Bait-casting is one of four basic categories of fishing tackle. The other three are spin-casting, spinning, and fly-casting. They differ from one another in popularity, ease of use, fishing styles, spool type, and strength.

There are no great differences between the four casting techniques, with the exception of fly-casting, in which the weight of the line (not the lure) delivers a near-weightless fly. Spin-casting is probably the most popular because it is easily used by children and novices who do not want or need to spend much time learning to cast. Spin-casters are willing to sacrifice accuracy for ease of use. Spinning is also popular among beginners, though widely used by anglers at all levels of experience.

While bait-casting is similar to other casting techniques in its purpose and methods, it is a distinct and unique style of fishing. It is generally used for freshwater fishing, mostly large species like largemouth bass, catfish and northern pike. But bait-casting tackle is well suited to saltwater species such as tarpon and snook. 

Why Bait-casting?

Beginners, or anglers with only spinning or spin-casting experience, may wonder why they should bother learning the bait-casting technique. The main strength of this technique is that, when mastered, it allows for a high degree of accuracy in the placement of a bait or lure. Conversely, it is more difficult to learn than other types of casting and requires a higher level of skill to achieve desired results. But learning and mastering the technique will make the angler a more complete fisherman.

For the freshwater fisherman pursuing any species larger than small trout or panfish, bait-casting gear is considered standard equipment. This is due to the tremendous versatility of bait-casting tackle. Lures such as crankbaits (plugs), large spinners and spinnerbaits, heavy jigs, large soft plastics, topwater and other lures are fished most effectively with bait-casting gear.

Expert and serious anglers prefer bait-casting because it offers the combination of high line capacity, cranking power and greater casting accuracy from both short and long distances. The mechanics of a bait-cast reel are strong, durable and less prone to failure than spinning or spin-cast reels.

While spinning tackle definitely serves a valuable purpose, especially when using small lures, light line (10-pound test or lighter) and/or live bait, bait-casting gear gives the angler unmatched versatility for a variety of lures and fishing methods. Most experienced anglers have at least one, if not more, of both spinning and bait-casting outfits.

Casting a Bait Casting Reel

There sure is a fair amount of miss-information flowing around on baitcasters or overheads. Many fishing enthusiasts believe they are difficult to use, yet this is not really the case, because in fact they are easy to master. If you use the correct technique, and are prepared to spent a bit of time practicing so that it becomes a natural process, a baitcaster will become a dream machine to use.

A golf swing requires hours of repetitive practice to perfect. In contrast, an overhead baitcaster requires nothing like the time the golf swing needs. However, it does require a little repetitive training. For those prepared to put in the hour or two, the rewards will be fantastic and you'll find accuracy and distance with every cast. And you won't get those embarrassing line twists, or bird-nests.

To begin, hold the rod and reel tilted so that the handles are higher than the spool of the reel.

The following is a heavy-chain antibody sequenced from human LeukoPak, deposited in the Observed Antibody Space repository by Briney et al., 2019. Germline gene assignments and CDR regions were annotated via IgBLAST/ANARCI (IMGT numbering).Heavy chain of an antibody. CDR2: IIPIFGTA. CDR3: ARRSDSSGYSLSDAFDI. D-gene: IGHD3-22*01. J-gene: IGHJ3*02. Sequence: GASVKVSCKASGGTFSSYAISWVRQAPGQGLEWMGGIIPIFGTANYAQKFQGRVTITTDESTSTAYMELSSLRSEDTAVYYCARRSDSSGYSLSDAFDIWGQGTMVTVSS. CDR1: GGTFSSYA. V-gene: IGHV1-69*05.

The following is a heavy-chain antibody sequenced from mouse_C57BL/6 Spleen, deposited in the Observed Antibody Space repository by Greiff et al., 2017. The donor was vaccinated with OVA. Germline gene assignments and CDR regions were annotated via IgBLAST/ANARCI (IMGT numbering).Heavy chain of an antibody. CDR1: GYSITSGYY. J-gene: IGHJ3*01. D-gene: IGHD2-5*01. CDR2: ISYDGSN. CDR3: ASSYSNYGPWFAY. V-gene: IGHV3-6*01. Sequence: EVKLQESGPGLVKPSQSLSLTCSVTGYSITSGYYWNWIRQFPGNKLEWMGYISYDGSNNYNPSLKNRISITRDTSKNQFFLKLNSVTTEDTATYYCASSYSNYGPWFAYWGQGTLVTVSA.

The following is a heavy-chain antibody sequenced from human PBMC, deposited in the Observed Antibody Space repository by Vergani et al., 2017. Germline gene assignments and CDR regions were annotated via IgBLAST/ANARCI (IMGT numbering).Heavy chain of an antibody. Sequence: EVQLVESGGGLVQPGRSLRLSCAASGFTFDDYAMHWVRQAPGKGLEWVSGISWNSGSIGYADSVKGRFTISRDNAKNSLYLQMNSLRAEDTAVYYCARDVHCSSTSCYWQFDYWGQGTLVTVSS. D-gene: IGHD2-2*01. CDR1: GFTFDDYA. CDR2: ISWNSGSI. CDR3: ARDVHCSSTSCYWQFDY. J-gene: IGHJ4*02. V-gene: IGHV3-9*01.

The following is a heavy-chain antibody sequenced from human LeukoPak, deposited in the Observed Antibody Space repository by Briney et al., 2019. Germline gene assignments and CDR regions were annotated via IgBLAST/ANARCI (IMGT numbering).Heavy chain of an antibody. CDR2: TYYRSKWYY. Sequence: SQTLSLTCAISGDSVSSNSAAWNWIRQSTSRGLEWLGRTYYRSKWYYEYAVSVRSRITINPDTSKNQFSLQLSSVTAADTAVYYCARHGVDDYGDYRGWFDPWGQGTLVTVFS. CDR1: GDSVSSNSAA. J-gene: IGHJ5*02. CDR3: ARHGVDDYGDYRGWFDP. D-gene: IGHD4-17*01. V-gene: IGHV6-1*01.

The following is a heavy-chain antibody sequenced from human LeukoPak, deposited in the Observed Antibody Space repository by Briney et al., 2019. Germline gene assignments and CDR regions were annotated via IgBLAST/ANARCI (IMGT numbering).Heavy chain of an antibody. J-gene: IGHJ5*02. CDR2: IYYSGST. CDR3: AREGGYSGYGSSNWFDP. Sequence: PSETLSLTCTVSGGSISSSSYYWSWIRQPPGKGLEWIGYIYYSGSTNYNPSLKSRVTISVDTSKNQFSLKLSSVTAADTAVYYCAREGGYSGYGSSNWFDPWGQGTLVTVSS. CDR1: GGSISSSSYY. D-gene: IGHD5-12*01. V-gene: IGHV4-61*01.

(Left handers should have the handles facing down). The reel should be cocked to one side of top dead centre.

Secondly, the grip should be similar to holding a tennis racket. The "V" developed between the thumb and the index finger should be virtually at top dead centre. The grip should be relaxed.

You will find that in holding the rod as described in rules 1 & 2, the index finger is all that is required to stop the rod falling to the floor. The weight, or balance of the rod will cause the butt to push up into the palm of the hand. Actually it will be pushing up into the palm area beneath the thumb known as "the mount".

And last but not least, the area between the side of your thumb and the flat of your thumb should rest across the line on the spool.
In other words, if you consider the rod to be pointing North, your thumb should be pointing more
North West 

These three rules of thumb are the basis for making overhead baitcasting a dream.

Too many angler's attempt to hold the reel in the upright position. This forces the thumb to lie straight north south, and this in turn cause a whole host of problems which are sure to result in over-runs

Upright Problems 

The first of these problems is that you have to grip the rod too firmly, and use all your fingers. If you don't, the tip of the rod will fall away to the ground.

Secondly, you will find that as you bring the rod back to cast your wrist will lock. This, in turn, will force you to use more arm action, destroying the natural action of the rod, and resulting in less distance, less accuracy and the expenditure of more energy.

Thirdly, on the forward thrust, your thumb will want to lift off the line on the spool. This will occur as a direct result of the mount of your palm and your fingers fighting to grip the rod, to stop it leaving your hand. Once your thumb cocks up in the air as a result of this wrong grip, you can guarantee a back-lash. Your thumb will never get back down on the spool quickly enough to stop it.

By rotating the reel to the side, you no longer have to hold the rod with that vice like grip. You can now relax your grip, bring your fingers into the cast, and it becomes all wrist action, with a completely relaxed forearm. The forearm in fact becomes an extension of the rod's length, pivoting at the elbow, whilst your upper arm remains relatively motionless.